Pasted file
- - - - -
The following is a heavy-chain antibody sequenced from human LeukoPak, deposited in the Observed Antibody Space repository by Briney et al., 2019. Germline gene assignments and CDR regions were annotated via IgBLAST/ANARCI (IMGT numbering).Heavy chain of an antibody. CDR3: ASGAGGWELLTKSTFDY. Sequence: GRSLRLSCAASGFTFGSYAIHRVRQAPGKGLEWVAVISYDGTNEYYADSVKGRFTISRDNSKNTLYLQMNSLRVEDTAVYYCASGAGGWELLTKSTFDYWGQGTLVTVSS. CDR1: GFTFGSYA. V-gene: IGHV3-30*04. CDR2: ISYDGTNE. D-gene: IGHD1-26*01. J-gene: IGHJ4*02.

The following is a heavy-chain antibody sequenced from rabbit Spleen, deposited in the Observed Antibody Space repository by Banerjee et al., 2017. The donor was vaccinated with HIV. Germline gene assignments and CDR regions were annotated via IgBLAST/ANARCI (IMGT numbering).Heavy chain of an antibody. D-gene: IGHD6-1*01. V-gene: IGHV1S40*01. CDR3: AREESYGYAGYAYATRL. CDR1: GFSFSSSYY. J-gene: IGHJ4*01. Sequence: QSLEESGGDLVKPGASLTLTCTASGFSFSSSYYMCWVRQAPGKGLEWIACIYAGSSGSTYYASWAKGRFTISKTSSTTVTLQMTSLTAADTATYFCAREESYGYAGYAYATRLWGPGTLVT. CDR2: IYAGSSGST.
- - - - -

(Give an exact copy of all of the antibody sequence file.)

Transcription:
The following is a heavy-chain antibody sequenced from human LeukoPak, deposited in the Observed Antibody Space repository by Briney et al., 2019. Germline gene assignments and CDR regions were annotated via IgBLAST/ANARCI (IMGT numbering).Heavy chain of an antibody. CDR3: ASGAGGWELLTKSTFDY. Sequence: GRSLRLSCAASGFTFGSYAIHRVRQAPGKGLEWVAVISYDGTNEYYADSVKGRFTISRDNSKNTLYLQMNSLRVEDTAVYYCASGAGGWELLTKSTFDYWGQGTLVTVSS. CDR1: GFTFGSYA. V-gene: IGHV3-30*04. CDR2: ISYDGTNE. D-gene: IGHD1-26*01. J-gene: IGHJ4*02.

The following is a heavy-chain antibody sequenced from rabbit Spleen, deposited in the Observed Antibody Space repository by Banerjee et al., 2017. The donor was vaccinated with HIV. Germline gene assignments and CDR regions were annotated via IgBLAST/ANARCI (IMGT numbering).Heavy chain of an antibody. D-gene: IGHD6-1*01. V-gene: IGHV1S40*01. CDR3: AREESYGYAGYAYATRL. CDR1: GFSFSSSYY. J-gene: IGHJ4*01. Sequence: QSLEESGGDLVKPGASLTLTCTASGFSFSSSYYMCWVRQAPGKGLEWIACIYAGSSGSTYYASWAKGRFTISKTSSTTVTLQMTSLTAADTATYFCAREESYGYAGYAYATRLWGPGTLVT. CDR2: IYAGSSGST.